The exact year for this engine isn’t given but it probably dates to the early 1900’s. Cast into the metal of the smokebox door on the front of the engine is a patent date of April 13, 1875. A search will turn up a Scientific American from March 30, 1878 courtesy of books.google.com . Here you will find an illustration of the “new Peerless Portable steam engine, 6 to 10 hp.” that looks similar to the engine shown here.
Peter Geiser founded Geiser Manufacturing Co. in 1855 to sell threshing machines of his design. He moved production to Waynesboro, Pa. in 1860. Apparently George Frick offered him part of the land he had purchased to build his factory on. It wouldn’t be long before Geiser Mfg. Co. was producing Peerless steam engines to compete with Frick Eclipse models. Emerson-Brantingham Co. bought out Geiser in 1912 but continued to use the Peerless / Geiser name for a number of years. The sources that I have seen agree that Emerson Brantingham acquired the Peerless line in 1912 but beyond that, accounts vary.
The most accurate and complete version of the story might be the one you can find at www.emersonbrantingham.com . This site has done yeoman’s work of assembling and making available online a collection of original source material on the subject. According to their history, EB went on an acquisition binge in 1912 gobbling up other companies like some crazed corporate Pac Man. The list included: The Pontiac Buggy Co. , LaCrosse Hay Tool Co. , Reeves and Co. , Geiser Manufacturing Co. , Rockford Gas Engine Works, Gas Traction Co. ( Big-4 ), Newton Wagon Co. , and American Drill Co. All this in one year! Like most benders, this one left a serious hangover in its wake and Emerson Brantingham found itself facing major financial difficulties.
Emerson Brantingham had added two major manufacturers of steam engines and a producer of large heavy tractors to their portfolio, just as the demand for these products was beginning to decline. By 1928 it was EB’s turn to be acquired. J.I. Case of Racine, Wisconsin moved in and bought up what was left, mainly for the manufacturing facilities.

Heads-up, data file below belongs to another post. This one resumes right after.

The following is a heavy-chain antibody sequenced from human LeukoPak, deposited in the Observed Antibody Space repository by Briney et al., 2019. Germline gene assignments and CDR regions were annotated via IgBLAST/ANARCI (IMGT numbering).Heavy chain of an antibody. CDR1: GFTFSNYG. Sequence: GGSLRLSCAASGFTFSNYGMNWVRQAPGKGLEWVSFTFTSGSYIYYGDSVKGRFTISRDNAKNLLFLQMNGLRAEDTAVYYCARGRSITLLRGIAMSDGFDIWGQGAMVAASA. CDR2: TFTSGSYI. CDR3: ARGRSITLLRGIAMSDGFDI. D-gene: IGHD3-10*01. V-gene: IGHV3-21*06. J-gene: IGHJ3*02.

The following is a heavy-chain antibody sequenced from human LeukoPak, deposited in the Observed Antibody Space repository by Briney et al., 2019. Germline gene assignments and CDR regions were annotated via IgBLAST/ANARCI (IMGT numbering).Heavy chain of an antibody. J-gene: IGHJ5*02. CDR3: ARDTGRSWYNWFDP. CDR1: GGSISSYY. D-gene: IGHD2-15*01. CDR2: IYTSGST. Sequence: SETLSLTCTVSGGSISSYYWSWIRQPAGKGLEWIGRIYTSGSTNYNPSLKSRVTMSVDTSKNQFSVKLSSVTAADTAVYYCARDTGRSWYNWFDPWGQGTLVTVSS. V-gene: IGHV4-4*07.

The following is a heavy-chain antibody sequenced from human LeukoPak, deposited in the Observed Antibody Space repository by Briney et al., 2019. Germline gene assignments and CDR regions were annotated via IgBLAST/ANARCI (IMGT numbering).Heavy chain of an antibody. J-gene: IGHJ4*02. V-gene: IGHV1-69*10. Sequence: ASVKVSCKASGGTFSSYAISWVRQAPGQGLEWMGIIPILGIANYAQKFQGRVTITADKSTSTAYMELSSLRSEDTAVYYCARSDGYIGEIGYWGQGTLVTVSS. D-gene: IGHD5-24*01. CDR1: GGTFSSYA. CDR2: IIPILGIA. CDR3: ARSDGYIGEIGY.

One of the documents you can download at the emersonbrantingham.com website is a Geiser Machinery Catalog from 1913. The forward contains the announcement that since the issue of the last catalog, the Geiser Works had become a part of the Emerson- Brantingham Organization. This catalog features illustrations of nine traction engine models, a line of threshers, hullers and separators for a variety of crops, accessories , water wagons and road rollers. Page 45 features an illustration of a Peerless Portable engine typical of engines from 4 to 15 horsepower. The copy states that larger engines were available from 20 to 35 hp. Hay presses, sawmills and gas engines were also offered that year. This catalog is just one of a number of interesting documents available at this website. Check it out.
The F.A.P.A. annual show will be May 18th and 19th 2018 at the Hickory American Legion Fairgrounds in Newton, NC. for more information click the link in the shows and events section, or do it the hard way by typing www.foothillsantique.com into your browser. Still have questions? Call the show chairman, Teddy Hefner at 828-310-5525.
Encyclopedia of American Farm Tractors by C.H. Wendel
Encyclopedia of American Steam Traction Engines by Jack Norbeck